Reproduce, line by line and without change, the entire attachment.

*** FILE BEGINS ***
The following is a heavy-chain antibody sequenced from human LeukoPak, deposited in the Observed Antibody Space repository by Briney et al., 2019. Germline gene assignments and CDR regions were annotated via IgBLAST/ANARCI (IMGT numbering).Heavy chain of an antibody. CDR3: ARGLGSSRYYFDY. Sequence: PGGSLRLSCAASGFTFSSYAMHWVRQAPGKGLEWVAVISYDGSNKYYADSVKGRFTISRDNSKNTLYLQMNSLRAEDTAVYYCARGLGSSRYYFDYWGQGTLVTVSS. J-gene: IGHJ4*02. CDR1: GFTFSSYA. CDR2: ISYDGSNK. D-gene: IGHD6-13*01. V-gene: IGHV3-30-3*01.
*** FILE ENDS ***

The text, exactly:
The following is a heavy-chain antibody sequenced from human LeukoPak, deposited in the Observed Antibody Space repository by Briney et al., 2019. Germline gene assignments and CDR regions were annotated via IgBLAST/ANARCI (IMGT numbering).Heavy chain of an antibody. CDR3: ARGLGSSRYYFDY. Sequence: PGGSLRLSCAASGFTFSSYAMHWVRQAPGKGLEWVAVISYDGSNKYYADSVKGRFTISRDNSKNTLYLQMNSLRAEDTAVYYCARGLGSSRYYFDYWGQGTLVTVSS. J-gene: IGHJ4*02. CDR1: GFTFSSYA. CDR2: ISYDGSNK. D-gene: IGHD6-13*01. V-gene: IGHV3-30-3*01.